The World Health Organization said on Friday it is investigating two human cases of bird flu in Cambodia, after an 11-year-old girl died this week and her father also tested positive for the H5N1 strain.
A bird flu outbreak first observed in 2021 is spreading around the world, including in the United States, where nearly 58.5 million birds have been culled from commercial and backyard flocks since last February, according to the U.S. Department of Agriculture. SA.
The risk of bird flu to humans is still thought to be low, but the global spread of H5N1 into wild bird species and even mammals, such as bears, raccoons, mink, foxes and sea lions, has raised concerns that it could turn into their place. a version that goes easily between people.
The WHO has said that some avian influenza viruses “have the potential to mutate to increase transmissibility among humans.”
Cambodian health officials said Thursday that the girl’s case is Cambodia’s first human H5N1 infection in nine years, since 2014.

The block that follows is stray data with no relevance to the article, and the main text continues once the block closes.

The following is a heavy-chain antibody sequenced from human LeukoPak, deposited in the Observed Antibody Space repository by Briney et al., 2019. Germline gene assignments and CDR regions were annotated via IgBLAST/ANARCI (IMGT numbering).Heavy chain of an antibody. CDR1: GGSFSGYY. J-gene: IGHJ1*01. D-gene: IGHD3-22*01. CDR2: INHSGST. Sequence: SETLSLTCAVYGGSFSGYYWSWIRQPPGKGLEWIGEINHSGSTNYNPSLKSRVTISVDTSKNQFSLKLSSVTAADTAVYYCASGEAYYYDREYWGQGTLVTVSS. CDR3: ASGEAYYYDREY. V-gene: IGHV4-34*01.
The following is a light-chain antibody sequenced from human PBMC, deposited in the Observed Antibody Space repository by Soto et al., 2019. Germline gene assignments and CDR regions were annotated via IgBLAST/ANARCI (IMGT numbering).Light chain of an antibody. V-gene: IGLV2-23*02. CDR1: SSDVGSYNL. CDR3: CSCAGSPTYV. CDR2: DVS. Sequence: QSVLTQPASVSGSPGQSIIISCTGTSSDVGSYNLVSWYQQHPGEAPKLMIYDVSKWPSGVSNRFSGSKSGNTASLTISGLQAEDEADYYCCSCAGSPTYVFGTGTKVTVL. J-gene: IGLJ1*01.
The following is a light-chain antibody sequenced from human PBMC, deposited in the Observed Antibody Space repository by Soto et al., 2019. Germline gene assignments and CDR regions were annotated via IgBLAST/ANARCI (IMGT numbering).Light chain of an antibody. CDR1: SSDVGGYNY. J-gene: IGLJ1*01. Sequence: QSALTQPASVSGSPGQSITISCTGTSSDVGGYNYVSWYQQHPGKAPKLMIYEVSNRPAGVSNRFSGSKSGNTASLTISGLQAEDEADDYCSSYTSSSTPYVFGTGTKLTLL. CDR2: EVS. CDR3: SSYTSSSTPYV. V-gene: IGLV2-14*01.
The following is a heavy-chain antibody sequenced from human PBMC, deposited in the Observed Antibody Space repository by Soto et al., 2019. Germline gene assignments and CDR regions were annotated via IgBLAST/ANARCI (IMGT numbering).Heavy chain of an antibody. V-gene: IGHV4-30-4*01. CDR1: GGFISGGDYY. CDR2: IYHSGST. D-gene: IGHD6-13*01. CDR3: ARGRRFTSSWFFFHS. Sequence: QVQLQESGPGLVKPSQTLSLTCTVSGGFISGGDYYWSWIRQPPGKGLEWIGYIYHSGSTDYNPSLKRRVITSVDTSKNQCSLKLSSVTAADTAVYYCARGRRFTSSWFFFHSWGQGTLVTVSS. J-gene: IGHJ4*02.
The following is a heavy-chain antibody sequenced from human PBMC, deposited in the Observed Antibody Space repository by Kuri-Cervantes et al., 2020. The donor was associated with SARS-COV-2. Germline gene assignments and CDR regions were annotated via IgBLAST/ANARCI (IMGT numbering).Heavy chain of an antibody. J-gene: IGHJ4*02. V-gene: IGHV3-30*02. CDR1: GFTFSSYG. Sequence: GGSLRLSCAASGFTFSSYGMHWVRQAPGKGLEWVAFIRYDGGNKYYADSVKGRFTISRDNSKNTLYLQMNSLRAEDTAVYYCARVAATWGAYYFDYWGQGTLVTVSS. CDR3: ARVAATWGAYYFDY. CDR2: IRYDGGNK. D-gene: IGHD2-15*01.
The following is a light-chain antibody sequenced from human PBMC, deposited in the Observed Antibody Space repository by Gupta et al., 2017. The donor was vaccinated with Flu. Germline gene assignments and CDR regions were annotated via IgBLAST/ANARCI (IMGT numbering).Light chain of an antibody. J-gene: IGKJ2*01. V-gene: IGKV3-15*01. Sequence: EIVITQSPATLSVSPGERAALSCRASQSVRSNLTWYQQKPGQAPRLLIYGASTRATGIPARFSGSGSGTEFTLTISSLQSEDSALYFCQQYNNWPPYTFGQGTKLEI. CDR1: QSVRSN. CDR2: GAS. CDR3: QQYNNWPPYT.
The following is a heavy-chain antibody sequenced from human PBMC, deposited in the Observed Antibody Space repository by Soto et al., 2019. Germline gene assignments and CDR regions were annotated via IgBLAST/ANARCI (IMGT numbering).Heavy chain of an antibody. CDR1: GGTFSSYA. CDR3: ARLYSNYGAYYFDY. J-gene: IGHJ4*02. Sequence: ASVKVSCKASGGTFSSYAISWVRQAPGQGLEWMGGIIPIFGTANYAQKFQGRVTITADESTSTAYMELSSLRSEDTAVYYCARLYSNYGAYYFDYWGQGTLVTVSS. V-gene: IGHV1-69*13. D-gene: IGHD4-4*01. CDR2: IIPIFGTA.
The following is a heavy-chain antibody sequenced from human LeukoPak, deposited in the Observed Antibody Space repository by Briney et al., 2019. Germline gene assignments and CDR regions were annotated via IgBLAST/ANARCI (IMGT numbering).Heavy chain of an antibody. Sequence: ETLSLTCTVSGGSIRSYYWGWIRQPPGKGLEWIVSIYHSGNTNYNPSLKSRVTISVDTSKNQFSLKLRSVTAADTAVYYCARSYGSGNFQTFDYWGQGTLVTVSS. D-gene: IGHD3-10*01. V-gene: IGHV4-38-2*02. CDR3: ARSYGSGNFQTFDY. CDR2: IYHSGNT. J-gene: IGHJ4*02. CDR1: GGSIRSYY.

The victim’s father also tested positive for the virus but showed no symptoms, and 11 other close contacts were tested in Prey Veng province, east of Phnom Penh, according to Reuters. Those results have not yet been revealed, and it is not yet known whether the girl’s father was infected through person-to-person transmission, or through contact with infected birds or animals.
Cambodia’s health minister said the girl was diagnosed with bird flu on February 16 after showing a high fever and cough. She was later transferred to the National Children’s Hospital in Phnom Penh but died on Wednesday, Reuters reported.
The WHO has recorded several cases of H5N1 infections in humans since 2021, including a 9-year-old girl in rural Ecuador, a person in the United Kingdom who kept a “large number” of domestic birds, two poultry workers in Spain and one individual in the US involved in the slaughter of poultry on a farm.
In these cases, the patients were in close contact with birds or poultry and so far, “no sustained human-to-human transmission has been identified,” according to the WHO.
Dr. asked Sylvie Briand, director of epidemic and pandemic preparedness and prevention at the WHO, that the situation was “worrying,” given the rapid spread of the virus among birds and the infections detected in mammals and humans.
“WHO takes the risk from this virus seriously and recommends increased vigilance from all countries,” Briand said Friday in a virtual information session.